It would be quite wrong, however, to think that our systematic ignorance of the Black Swan is a wholly theoretical deficiency. It is pertinent here to reflect on the words of philosopher Henri Bergson, who proclaimed, “the eye sees only what the mind is prepared to comprehend”. Taleb marshals a host of highly interesting findings from psychology and cognitive science that suggest the mind is congenitally primed to shroud the Black Swan. More or less all inhabitants and visitors to Indonesia in December 2004 were taken completely by surprise by the disastrous inundation following an offshore earthquake. Students in Blacksburg, Virginia, assumed that 17 April 2007 would be just like any other normal day. None of this will seem particularly untoward: nobody expects to predict the unpredictable; cognitive economy, for one thing, dictates that we simply cannot entertain every open possibility pertinent to our lives and actions. Rather, like genetically-primed gamblers, our brains induce us to play the odds, ignoring the small probability of accident or catastrophe, and to derive patterns or regularities from the jumbled chaos of experience on which to base our decisions. In this respect, our default lack of Black Swan reasoning is not apt for blame or reproach. Nonetheless, Taleb seems to consider it an intellectual duty to recognise this tendency in ourselves. Once we shun what Taleb calls our steady state of “epistemic arrogance”, we will at least start to extricate ourselves from the illusion that events are under our control and within our intellectual grasp.
All well and good, but what more can we do? If the prospects for precise models of social reality are as bleak as Taleb claims, what hope do we have at predicting and averting the next World War or 9/11? If our blindness to Black Swans is truly inherent, what option is there, other than to acknowledge our cognitive limitations and pray for the best? Taleb’s answer is augured in Thoreau’s conception of true knowledge; simply, that we ought to know that we don’t know that we don’t know. In this somewhat clumsy iteration of the Socratic adage, Taleb descries a necessary precondition for epistemic enlightenment and, resultantly, the taming of the Black Swan. Only in fully acknowledging the possibility of extreme outliers, unforeseeable catastrophes or fortunes, can we begin to insulate against and prepare for the occurrence of the unknown unknown. The possibility of a tsunami is thus met with increased investment in disaster planning, the terrorist attack with general defence-readiness and strategic response teams; improved insurances are introduced to protect citizens, particularly in volatile markets, against crises and shocks. The importance of such schemes is clearly starting to be appreciated, but the lessons are far from being fully assimilated. Absolute vigilance and overall preparedness, Taleb feels, is the only viable defensive strategy when faced with Black Swans of such immense destructive force.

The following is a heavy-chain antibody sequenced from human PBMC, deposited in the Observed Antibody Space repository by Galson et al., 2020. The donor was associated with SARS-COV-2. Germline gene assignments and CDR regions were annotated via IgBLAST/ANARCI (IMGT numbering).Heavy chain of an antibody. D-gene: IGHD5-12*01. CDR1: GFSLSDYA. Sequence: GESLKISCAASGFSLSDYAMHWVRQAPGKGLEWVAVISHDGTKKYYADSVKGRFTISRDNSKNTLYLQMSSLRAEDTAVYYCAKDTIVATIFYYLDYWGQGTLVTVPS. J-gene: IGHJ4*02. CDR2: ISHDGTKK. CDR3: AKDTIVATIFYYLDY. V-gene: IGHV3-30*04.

Taleb’s skill in conveying the significance of the Black Swan is unfortunately coupled throughout the book with a tiresome penchant for irreverent hyperbole and bumptious conclusions. One would indeed be forgiven at times for mistaking The Black Swan for the lesser gaudy parrot: flashy, repetitive, and exceedingly irritating. One may grant the stylistic liberty, but at times Taleb’s haughty style borders on the intellectually irresponsible. He is generally far too quick to dismiss research agendas such as “mainstream economics” for notable predictive failures – the 1987 market crash being a pertinent example – without exploring the possibility that such theories are subject to more complex standards of falsification. While a simple generalisation such as “‘all swans are white” is clearly falsified by an instance of a black swan, “laws” in the social sciences, or for that matter in everyday practical reasoning, are generally subject to numerous ceteris paribus, or “all things being equal”clauses. This fact should at least give us pause for thought in considering the impact of a seeming counterexample. The Virginia Tech tragedy, for instance, might be taken as a clear counterexample to the folk psychological generalisation, “students will not take to arms against their peers”. However, like a market crash or terrorist strike, murderous rampages generally occur when some rogue element enters the equation; in this case, it would seem, a terrible pathology or delusion. One can agree that a Black Swan is contrary to the operative generalisation in a given domain, without abandoning that law or principle: when all is not equal, all bets are off. Predictive success with respect to human behaviour, whether individual or aggregate, has to be measured holistically, wherein “successful on the whole” is perhaps a more apposite criterion than “free of all counterexamples”. For Taleb, however, his obsession with Popper’s criterion of falsification is sufficient to damn entire explanatory-predictive enterprises. While Taleb’s counsel about preparedness for Black Swans is timely, his dismissal of great swathes of our intellectual and rational landscape seems an expression more of frustration and petulance than scholarly contemplation.
Taleb’s response would undoubtedly be that, in erecting theory on the foundations of ceteris paribus laws, we are irresponsibly “Platonising”, or idealising in such a way as to neglect the manifold anomalies and fractal elements of reality. Such theories, Taleb believes, are destined for failure. At first pass, the rejoinder certainly has some teeth: if Taleb has demonstrated anything, perhaps it is that there is latent danger in ignoring society’s rough edges and Black Swans, and that unwavering faith in the predictive power of our current best theories is premature, if not misguided. However, it seems too soon, and our sciences too young, for Taleb’s resoundingly defeatist mentality. If we see any value whatsoever in trying to predict the next dot.com bubble, or to obviate the rise of our generation’s Hitler or the next schoolyard slayer, surely the wisest prescription is to continue to hone, improve and test our theories and social predictive practices – not to rail against them. Perhaps Jefferson was right that ignorance is preferable to error; but in the engine room of progress sits an unsated desire to understand the seemingly unfathomable. Black Swans certainly pose an acute challenge both to our theories and our society, but if the notion of true knowledge requires one to accept their eternal intangibility, then perhaps that is an ideal worth forsaking.
Will Davies is a BPhil student in Philosophy at Balliol College, Oxford. His research lies at the intersection of Philosophy of Mind and Language.